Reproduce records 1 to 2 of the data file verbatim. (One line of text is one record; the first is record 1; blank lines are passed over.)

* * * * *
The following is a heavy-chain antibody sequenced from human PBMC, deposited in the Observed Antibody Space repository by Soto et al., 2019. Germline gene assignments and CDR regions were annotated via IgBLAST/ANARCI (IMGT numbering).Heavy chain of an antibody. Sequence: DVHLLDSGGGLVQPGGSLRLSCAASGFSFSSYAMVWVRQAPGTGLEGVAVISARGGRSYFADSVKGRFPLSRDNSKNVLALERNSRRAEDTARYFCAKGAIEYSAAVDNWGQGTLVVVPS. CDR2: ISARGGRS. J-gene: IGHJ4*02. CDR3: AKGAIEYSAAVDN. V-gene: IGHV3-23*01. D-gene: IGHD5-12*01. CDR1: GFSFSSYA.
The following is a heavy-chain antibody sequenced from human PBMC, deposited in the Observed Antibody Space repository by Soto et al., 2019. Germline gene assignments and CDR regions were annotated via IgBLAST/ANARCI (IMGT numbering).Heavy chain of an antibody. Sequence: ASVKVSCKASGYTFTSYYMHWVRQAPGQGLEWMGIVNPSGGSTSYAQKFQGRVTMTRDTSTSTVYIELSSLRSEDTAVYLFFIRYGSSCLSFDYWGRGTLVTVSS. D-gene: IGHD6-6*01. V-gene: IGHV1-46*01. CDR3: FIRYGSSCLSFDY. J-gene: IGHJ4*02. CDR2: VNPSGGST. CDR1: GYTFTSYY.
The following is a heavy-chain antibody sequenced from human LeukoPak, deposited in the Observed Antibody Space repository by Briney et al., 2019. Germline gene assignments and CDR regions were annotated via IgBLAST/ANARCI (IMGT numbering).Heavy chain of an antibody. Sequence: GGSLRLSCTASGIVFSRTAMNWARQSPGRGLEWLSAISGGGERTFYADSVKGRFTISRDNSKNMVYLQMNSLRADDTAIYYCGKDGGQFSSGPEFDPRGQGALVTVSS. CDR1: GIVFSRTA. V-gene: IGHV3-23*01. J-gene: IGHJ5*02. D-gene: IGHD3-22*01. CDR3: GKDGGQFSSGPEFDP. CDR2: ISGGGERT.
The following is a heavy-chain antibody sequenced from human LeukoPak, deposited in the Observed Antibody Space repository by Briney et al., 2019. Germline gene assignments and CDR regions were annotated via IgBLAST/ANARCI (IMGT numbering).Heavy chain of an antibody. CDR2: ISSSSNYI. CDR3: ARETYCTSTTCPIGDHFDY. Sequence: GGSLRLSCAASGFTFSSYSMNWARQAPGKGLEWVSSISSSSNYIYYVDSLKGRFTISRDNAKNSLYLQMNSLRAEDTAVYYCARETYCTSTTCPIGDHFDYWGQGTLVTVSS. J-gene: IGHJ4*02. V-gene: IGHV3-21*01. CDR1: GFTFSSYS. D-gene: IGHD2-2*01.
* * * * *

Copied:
The following is a heavy-chain antibody sequenced from human PBMC, deposited in the Observed Antibody Space repository by Soto et al., 2019. Germline gene assignments and CDR regions were annotated via IgBLAST/ANARCI (IMGT numbering).Heavy chain of an antibody. Sequence: DVHLLDSGGGLVQPGGSLRLSCAASGFSFSSYAMVWVRQAPGTGLEGVAVISARGGRSYFADSVKGRFPLSRDNSKNVLALERNSRRAEDTARYFCAKGAIEYSAAVDNWGQGTLVVVPS. CDR2: ISARGGRS. J-gene: IGHJ4*02. CDR3: AKGAIEYSAAVDN. V-gene: IGHV3-23*01. D-gene: IGHD5-12*01. CDR1: GFSFSSYA.
The following is a heavy-chain antibody sequenced from human PBMC, deposited in the Observed Antibody Space repository by Soto et al., 2019. Germline gene assignments and CDR regions were annotated via IgBLAST/ANARCI (IMGT numbering).Heavy chain of an antibody. Sequence: ASVKVSCKASGYTFTSYYMHWVRQAPGQGLEWMGIVNPSGGSTSYAQKFQGRVTMTRDTSTSTVYIELSSLRSEDTAVYLFFIRYGSSCLSFDYWGRGTLVTVSS. D-gene: IGHD6-6*01. V-gene: IGHV1-46*01. CDR3: FIRYGSSCLSFDY. J-gene: IGHJ4*02. CDR2: VNPSGGST. CDR1: GYTFTSYY.